In one embodiment, silicone tubing with 0.010″ I.D. and 3/32″ O.D. is used as the pump tube. In principle, the internal diameter for the pumping tube should be as small as possible in order to reduce internal volume of the pump. However, 0.010″ is the smallest I.D. commercially available for silicone tubing at present. The thick wall of said silicone tubing can provide fast recovery of deformation and a long lifetime. The recovery time of the pump tube limits the maximum driving frequency thus limiting the maximum pumping rate for the pump for a given pump tube.
Solenoid driven pinch valves provide one cost effective choice for the pinch mechanism. These pinch valves can be purchased from venders such as Bio-chem Valves, Inc. In a preferred embodiment, Bio-chem Valve 075P2-PP473 was chosen for valves 1501 and 1503 as shown in
The driving circuit shown in
With the above described embodiment, the pump was tested in the following way:
1. Self Priming
2. Gas Pumping
3. Pumping Rate Versus Driving Frequency
The theoretical curve is calculated based on the following assumptions: 1. The silicone tube is of uniform I.D. (0.01″ in diameter); 2. The flat plunger is of 0.5″ in diameter; 3. Each cycle delivers same amount of fluid in the Φ0.01″×0.5″ cylinder.
A graph showing an example of data for the pumping rate versus frequency is shown in
The preferred tubing to be used in a pinch valve may be flexible or elastically deformable, or “pinch-able”. Silicone is widely used for pinch valves. It has good chemical resistance and is compatible to bio-samples. Other candidates for the pump tube are Tygon®, Viton® and other elastomer materials used for peristaltic pumps. For a specific pinch valve, the tubing size is also limited by the power of the pinch mechanism.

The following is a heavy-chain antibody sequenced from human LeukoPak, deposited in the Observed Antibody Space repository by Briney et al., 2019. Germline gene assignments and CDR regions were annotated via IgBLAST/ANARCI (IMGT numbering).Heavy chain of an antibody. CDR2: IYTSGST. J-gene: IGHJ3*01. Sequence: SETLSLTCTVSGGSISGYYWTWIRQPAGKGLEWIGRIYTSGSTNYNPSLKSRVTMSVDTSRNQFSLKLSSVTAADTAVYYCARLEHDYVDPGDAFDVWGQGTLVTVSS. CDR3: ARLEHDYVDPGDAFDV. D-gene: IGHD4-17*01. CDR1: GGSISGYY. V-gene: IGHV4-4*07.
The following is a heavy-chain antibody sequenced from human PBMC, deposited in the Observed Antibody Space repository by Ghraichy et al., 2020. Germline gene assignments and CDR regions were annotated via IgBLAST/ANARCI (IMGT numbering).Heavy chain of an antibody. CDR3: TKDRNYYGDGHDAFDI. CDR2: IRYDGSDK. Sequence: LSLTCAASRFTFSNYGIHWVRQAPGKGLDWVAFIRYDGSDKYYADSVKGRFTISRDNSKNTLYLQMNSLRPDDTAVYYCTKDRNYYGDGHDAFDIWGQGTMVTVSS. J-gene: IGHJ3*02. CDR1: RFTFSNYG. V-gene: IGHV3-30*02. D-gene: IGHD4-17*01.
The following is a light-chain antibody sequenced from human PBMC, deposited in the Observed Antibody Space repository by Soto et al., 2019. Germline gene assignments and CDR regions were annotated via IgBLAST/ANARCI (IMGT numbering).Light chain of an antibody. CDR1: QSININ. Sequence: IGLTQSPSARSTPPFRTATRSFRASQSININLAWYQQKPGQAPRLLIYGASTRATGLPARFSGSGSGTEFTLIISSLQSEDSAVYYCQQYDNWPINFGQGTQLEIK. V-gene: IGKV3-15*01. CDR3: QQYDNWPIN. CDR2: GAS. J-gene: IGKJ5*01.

The tubing used for the pinch valves preferably interfaces with the pump. Further, tubing with thicker walls may be selected since it is not necessary to ensure the pinch valves to fully close the liquid passage. As discussed earlier, the pump effect is created by the fact that a pinch valve can push or pull more liquid from one end than the other if one end is sealed. A more general discussion would be a pinch valve could push or pull more liquid from one end than the other if one end has higher resistance than the other. If Valve 1502 in
The above discussion provides a wider choice of tubing material. For example, metal or other hard tubing with thin walls that are seldom used for peristaltic pumps may be suitable for the tube-pinching pump. A thin wall ultra micro bore Teflon® tubing, which is available from Perkin-Elmer, was tested as the pump tube. The pump ran for a short period of time before the tube was plastically deformed. Thin wall metal tubing like stainless steel or copper might could be used in other implementations.
For dependability and long lifetime, it is necessary to use silicone or other elastomer tubing. However, chemical resistance of elastomers is not as good as Teflon®. A preferred embodiment would be an elastomer tubing with a Teflon® liner.
Pinch Mechanism Selection